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Saturday, 16 October 2010

Theatre - The Lady From the Sea - Royal Exchange

Star rating – 8/10

Henrik Ibsen certainly had very forward thinking views about free will, the position of women, and marriage, as expressed in his 1888 play, ‘The Lady From the Sea’, which has now been adapted to great effect by David Eldridge.

It is the story of Ellida, who grew up in a lighthouse and developed a deep and binding love for, and connection with, the sea. She is now married to a doctor, Wangel, and lives far away from the ocean in a small town by the fjords. He has two daughters by his first marriage, his first wife having died before he remarried the young and fragile Ellida.

From the moment that Ellida takes to the stage, and there are not many moments of the play when she does not occupy its centre, Neve McIntosh portrays her fragility, and strangeness with incredible accuracy and emotion. She is dreamlike in her speech and actions. Her husband is so concerned for her mental health that he asks a specialist and former tutor of his daughters to come to visit to give his opinion. The problem is that the former tutor, Arnholm, is sure that Wangel has really asked him there to propose to his elder daughter Bolette. Cue predictable mixed messages – but the outcome is not quite so predictable.

Ellida’s melancholy takes a very dramatic turn when she firstly reveals to her husband the nature of a bond she had to a sailor before she met him, and then rises to a crescendo when the same sailor turns up to claim her and take her back to the sea. The key to the outcome of the drama is the recognition that human beings can only really make a valid choice when they are given the free will to do so.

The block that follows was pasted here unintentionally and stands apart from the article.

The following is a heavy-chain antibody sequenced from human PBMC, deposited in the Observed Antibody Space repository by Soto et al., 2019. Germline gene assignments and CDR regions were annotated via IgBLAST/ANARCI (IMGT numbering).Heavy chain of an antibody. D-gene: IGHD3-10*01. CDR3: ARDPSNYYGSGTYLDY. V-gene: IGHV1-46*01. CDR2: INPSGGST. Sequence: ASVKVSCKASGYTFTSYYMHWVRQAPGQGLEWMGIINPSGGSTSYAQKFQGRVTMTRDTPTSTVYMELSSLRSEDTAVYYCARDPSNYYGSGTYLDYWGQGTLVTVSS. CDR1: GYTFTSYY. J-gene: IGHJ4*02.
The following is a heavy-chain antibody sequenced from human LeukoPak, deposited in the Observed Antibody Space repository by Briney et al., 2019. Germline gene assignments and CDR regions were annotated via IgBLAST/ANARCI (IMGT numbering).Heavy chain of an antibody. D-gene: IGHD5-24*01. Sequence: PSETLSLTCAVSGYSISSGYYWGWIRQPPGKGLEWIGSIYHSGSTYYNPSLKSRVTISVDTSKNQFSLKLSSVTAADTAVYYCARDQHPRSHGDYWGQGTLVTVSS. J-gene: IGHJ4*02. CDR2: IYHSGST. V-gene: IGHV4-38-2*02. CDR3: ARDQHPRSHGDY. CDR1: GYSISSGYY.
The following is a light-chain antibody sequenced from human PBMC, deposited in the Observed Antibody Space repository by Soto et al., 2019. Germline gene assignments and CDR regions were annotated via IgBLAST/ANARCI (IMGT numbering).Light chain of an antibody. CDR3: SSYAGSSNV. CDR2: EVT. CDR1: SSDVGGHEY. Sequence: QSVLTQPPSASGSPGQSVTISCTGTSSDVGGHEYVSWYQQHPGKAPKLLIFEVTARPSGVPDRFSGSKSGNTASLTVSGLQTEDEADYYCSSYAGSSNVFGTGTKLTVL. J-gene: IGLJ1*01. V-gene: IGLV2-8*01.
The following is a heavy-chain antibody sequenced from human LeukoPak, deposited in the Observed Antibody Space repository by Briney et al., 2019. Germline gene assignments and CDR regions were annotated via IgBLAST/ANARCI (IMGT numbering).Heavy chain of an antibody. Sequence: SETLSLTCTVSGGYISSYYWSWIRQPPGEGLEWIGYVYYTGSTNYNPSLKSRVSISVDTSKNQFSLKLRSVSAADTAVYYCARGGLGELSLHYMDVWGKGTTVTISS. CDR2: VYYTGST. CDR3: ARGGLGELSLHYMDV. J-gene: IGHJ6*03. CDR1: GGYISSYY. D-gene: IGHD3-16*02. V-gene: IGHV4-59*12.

The other stand out part in the play for me is the younger Wangel daughter, Hilde, played wonderfully by Catrin Stewart. Hilde is a total drama queen, starved of affection following the death of her mother, and imagining dramatic scenarios that she feels would be simply splendid, such as being a young beautiful widow in black crepe. She is funny and candid, too candid for her family at times, but adds a touch of welcome light to the dark shades of her stepmother’s dilemma.

This is a fabulous drama, with more than a touch of Anna Karenina in the situation Ellida finds herself in, but Wangel is no Karenin. He is able to put personal desires aside out of respect for her and her needs, an unusual thing for a husband to do for a wife, particularly given the time the play was written in. This a wonderful play that makes great use of lighting rather than relying on too many props and scene changes to get its message across to the enraptured audience, with a sparkling central performance from Neve McIntosh.

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